Guest post by Samuel G. Njenga
You probably don’t trust your wife/husband that much and you think it is wiser to register that property in the name of the kid. In the new act (Land Registration act 2012) the issue of minor’s registration is dealt with in section 47:
1. “The name of a person under the age of eighteen years may be entered in the register to e n a b l e the minor’s interest to be held in trust and shall be registered under the name of the guardian either on first registration or as a transferee or on transmission.
2. Nothing in this section enables a person under eighteen years of age to deal with land or any interest in land by virtue of such registration, and, if the Registrar knows a child has been registered, the Registrar shall enter a restriction accordingly.
3. If a disposition by a minor whose minority has not been disclosed to the Registrar has been registered, that disposition may not be set aside only on the grounds of minority”
In simpler words the minor’s name will be entered in the register but the minor cannot transact in the land till they reach 18yrs of age. When the minor reaches 18 years of age, the trust lapses automatically.
The title is usually registered under the name of the guardian (s) as trustees of the minor as below:
Guardian 1 name and Guardian 2 name … as trustees of Child of Birth Cert no…
In the event that the guardian is more than 1 and the one of them expires (dies), then the other guardians cannot take charge of the entire trust, in fact the deceased guardian ought to be replaced. The details of the trust should basically deal with how the transmission will be done. In the event the details are not there, then laws on general trusts will prevail. If all the guardians expire, then an option of the public trustee taking charge may be explored.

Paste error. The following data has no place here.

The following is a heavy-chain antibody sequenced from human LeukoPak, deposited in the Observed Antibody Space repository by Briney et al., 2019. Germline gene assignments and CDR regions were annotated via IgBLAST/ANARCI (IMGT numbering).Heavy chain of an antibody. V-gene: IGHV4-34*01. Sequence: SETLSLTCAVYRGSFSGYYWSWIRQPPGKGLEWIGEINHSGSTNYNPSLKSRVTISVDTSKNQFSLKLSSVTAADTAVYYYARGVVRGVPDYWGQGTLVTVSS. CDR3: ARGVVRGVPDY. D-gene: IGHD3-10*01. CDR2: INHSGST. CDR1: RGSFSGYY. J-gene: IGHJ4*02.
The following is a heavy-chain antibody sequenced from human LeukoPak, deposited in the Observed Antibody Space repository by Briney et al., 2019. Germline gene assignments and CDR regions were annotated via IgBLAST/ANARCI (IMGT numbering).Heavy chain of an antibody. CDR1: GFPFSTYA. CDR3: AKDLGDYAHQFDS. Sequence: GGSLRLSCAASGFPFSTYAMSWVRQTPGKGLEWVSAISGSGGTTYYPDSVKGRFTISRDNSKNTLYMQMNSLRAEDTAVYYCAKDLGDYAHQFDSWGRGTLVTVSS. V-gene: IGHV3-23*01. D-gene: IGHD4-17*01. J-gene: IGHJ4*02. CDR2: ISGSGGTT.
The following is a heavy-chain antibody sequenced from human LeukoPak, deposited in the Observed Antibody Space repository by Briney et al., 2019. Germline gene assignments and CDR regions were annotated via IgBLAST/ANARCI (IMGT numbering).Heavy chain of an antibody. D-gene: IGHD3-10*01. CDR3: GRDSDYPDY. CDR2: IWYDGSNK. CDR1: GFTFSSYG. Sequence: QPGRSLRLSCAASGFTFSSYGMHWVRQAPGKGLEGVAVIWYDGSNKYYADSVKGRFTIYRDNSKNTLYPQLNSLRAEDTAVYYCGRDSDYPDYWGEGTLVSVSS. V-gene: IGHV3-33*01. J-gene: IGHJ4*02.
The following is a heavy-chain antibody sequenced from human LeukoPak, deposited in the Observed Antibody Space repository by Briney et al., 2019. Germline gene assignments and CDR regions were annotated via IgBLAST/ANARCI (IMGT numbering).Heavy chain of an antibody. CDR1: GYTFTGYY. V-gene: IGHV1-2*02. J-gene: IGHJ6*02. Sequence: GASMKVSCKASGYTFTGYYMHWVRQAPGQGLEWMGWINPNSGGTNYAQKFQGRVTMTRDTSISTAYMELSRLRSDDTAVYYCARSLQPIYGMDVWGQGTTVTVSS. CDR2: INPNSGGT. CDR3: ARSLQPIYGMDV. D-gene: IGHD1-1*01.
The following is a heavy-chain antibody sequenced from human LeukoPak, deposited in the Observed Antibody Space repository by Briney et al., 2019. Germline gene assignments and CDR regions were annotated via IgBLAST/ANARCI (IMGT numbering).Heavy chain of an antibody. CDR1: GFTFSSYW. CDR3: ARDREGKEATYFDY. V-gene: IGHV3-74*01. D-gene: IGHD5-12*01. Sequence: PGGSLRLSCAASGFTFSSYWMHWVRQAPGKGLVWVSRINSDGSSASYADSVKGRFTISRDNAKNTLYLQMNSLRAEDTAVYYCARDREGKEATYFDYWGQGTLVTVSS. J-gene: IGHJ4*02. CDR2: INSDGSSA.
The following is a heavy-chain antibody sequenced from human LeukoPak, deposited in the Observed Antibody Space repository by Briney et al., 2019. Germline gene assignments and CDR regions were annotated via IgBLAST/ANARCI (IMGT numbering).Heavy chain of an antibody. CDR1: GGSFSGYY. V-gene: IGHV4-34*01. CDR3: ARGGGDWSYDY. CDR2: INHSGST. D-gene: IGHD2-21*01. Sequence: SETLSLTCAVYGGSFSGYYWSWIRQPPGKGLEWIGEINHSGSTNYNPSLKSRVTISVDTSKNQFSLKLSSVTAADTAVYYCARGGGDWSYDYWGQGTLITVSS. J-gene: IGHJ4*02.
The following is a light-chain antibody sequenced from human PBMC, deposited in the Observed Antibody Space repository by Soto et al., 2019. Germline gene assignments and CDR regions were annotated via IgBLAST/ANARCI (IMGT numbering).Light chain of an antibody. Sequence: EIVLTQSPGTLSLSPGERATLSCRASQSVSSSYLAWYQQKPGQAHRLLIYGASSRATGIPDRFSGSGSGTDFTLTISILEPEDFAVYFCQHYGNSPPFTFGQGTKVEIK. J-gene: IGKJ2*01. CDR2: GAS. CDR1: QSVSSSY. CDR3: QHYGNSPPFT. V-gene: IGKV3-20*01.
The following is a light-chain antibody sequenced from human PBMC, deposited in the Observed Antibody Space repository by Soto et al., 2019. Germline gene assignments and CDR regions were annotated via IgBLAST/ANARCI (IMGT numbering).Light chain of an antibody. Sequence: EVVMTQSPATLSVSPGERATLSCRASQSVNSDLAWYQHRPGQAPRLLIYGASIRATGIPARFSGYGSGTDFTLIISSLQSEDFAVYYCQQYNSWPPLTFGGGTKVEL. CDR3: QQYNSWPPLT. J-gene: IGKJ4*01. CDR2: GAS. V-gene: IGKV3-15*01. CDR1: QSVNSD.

So, how is a minor to be protected?
When a guardian or guardians registered in trust decide to transact with the land, then it must be in the interest of the minor. Suppose you are purchasing such a piece? Ideally, when you are in the know that the land is under a trustee then you may want to ensure that the money you pay goes into an account in the name of minor and if such an account does not exist then it is prudent to insist that one is opened by the guardian.
A good registrar should actually seek to understand why the land is being sold and should at least ensure the minor is protected. It may not be strictly in the law but the interests of the minor must come first. As a buyer never write cheques in the name of the guardian especially when you know that they are just but trustees. It actually means they don’t own the land but are just holding it on behalf of somebody else.
Did u know that welfare groups cannot own property including land? In fact, if such a group wants to own land it can only be registered in the names of some or all of the members in trust.
Next we look at leveraging on debt in real estate.